Stocks mixed as bonds falter Dow off 2

WALL STREET

February 11, 1993|By Bloomberg Business News

NEW YORK -- Stocks closed mixed yesterday amid concern that the monthlong rally in Treasury bonds has ended.

"The bond market's running out of gas, and that's sending a warning signal to the stock market," said Don Hays, investment strategist at Wheat First Butcher & Singer.

The Dow Jones industrial average fell for the third straight day, losing 2.16 points, to 3,412.42. The decline in the Dow was led by Eastman Kodak, which fell $1.75, to $52, after the stock was removed from the "buy" list at Dean Witter Reynolds.

The Dow reached a session low of 3,394.86 after the Treasury Department said the $10.75 billion auction of 10-year notes had drawn an average yield of 6.33 percent, indicating that demand was weaker than expected for the second leg of the quarterly refunding.

The benchmark 30-year bond fell about 3/4 point as the auction results were announced, with the yield rising 5 basis points, to 7.25 percent, the highest level since Jan. 26. The $35.5 billion Treasury auction began Tuesday with the sale of $15.5 billion of three-year notes and will end today, with the sale of $9.75 billion of 30-year bonds.

"If the 30-year auction is disappointing, interest rates are going to go higher," said Hugh Johnson, investment strategist at First Albany Corp. "As interest rates move higher, investors' appetite for stocks declines, and the outlook for corporate earnings darkens."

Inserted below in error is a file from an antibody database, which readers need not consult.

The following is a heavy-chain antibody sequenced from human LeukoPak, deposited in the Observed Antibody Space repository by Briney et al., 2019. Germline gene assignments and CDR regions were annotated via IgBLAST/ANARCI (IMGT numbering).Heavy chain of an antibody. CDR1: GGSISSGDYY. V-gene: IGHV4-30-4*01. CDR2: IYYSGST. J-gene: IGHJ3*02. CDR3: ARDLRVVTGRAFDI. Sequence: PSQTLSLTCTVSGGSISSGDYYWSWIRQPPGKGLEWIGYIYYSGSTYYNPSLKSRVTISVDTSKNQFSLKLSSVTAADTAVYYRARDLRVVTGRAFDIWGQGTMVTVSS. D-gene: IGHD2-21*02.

The Standard & Poor's 500 index advanced 0.89, to 446.22; the New York Stock Exchange Composite index gained 0.39, to 245.93; and the American Stock Exchange Market Value index rose 1.10, to 416.10. The NASDAQ Combined Composite index ended its three-day slide by rising 2.81, to 695.02.

Advancing stocks outnumbered declining issues on the New York Stock Exchange by a narrow margin. Trading was active, with about 251 million shares changing hands.

Overall, the stock market is struggling as investors await President Clinton's State of the Union address next week. "We're in a waiting mode as the market tries to prepare for what the new administration has to offer," said Peter Canelo, investment strategist at NatWest Securities.

"Nervousness about the Treasury market and how President Clinton plans to lower the budget deficit are going to keep a lid on stocks for a while," said Edward Collins, head trader at Daiwa Securities America.

Semiconductor and cable stocks rallied yesterday. Shares of semiconductor makers surged after the industry reported that demand for its products soared in January.

Stocks of cable TV companies rose on speculation that Southwestern Bell's agreement to buy two cable systems from Hauser Communications would prompt more investments in )R cable operators by phone companies. Tele-Communications rose 87.5 cents, to $25, and Comcast Corp. special Class A stock climbed $1.375, to $21.125.

General Motors gained 87.5 cents, to $49.75, after NBC News settled a lawsuit over its depiction of a crash involving a GM pickup truck on NBC's "Dateline" program by agreeing to pay GM for the cost of the automaker's investigation.

GM asserted that NBC rigged the crash tests to support its contention that the fuel tanks on GM's 1983-1987 full-sized pickups are prone to rupture and may cause post-collision fires.

International Business Machines fell $1.25, to $52.125. A PaineWebber analyst said IBM needs more cost-cutting to boost its declining profits in mainframe computers.

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